“I remember when Gbeke, our middle child left for the university up North and I’d seen him off at the airport. I had spent ages reassuring my wife that he would be fine, but it wasn’t anxiety about his safety that hit me like a ton of bricks seconds after I’d hugged him and started walking back to the car park. It was something else, something indefinable, something about fatherhood. Whatever it was, by the time I got to the exit, I was blubbing like a baby, with people glancing at me and then away, embarrassed.
“Now it’s Dare’s turn to fly the nest. Only he doesn’t need my protection any longer. He’s a man and off to start his manhood in time—honoured fashion by drinking lager and socialising with fellow students like I did.
So where did all that leave me when I confronted the empty nest? When our daughter left to go to the university six years ago, we still had two sons at home, so that was different. Moreover, she was a girl. I missed her, but not because I spent lots of time talking and watching and playing sports with her, because I didn’t. Gender makes a difference too.
“And yet, the real loss this time should really be my wife’s, she is the one who has made a 25-year project of all our children, taking them to school, helping them with their homework, teaching them to cook, replacing their lost iPhones, always dependable, always there.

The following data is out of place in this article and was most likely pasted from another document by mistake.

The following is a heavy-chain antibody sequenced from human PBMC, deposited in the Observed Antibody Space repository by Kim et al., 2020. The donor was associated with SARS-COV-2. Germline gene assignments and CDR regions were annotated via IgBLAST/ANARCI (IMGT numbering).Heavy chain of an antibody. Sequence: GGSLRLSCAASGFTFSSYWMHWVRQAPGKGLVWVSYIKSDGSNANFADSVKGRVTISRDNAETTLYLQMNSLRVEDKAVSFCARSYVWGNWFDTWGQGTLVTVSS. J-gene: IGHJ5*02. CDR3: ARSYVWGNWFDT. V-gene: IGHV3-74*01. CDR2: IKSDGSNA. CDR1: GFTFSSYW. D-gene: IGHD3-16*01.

So I do not underestimate how hard my wife is going to find it now the nest is completely empty. She will feel Dare’s absence deeply, and has admitted to being fine when she whisked him off to buy bits and pieces he would need, but then jolting awake in the middle of the night, with the sudden painful realisation that her baby (all over 6ft of him) had gone!
“The truth is, this is not just about me, about my void. But it is very much about a husband and wife who have shared our home with our children for almost all our 26 years of married life. We are on the threshold of a new phase just as much as Dare is, and we’re already trying to embrace it. We’ve just booked a cruise with close friends that takes of a couple of weeks from now, which we would never have done when Dare was at home.
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Yet our new life together is bound to throw up challenges as well as pleasures. What will become of cherished traditions like the Sunday special meals which my wife insisted on cooking even when there were just three of us? I’m sure that was mostly about feeding her young. I can’t imagine her rushing around pots and pans on Sunday just to get lunch for the two of us!
“The good point is we will have to talk more, do more, play more. It could even be a boom to our sex life—no danger of an afternoon liaison being interrupted by the indignant teenage bellow ‘where are my football boots?’—but then, we might miss the frisson of adventure. For so long, our children’s needs and proximity have determined the rhythms of our relationship. Now that’s about to change for ever. And in all honesty, that scares me too!”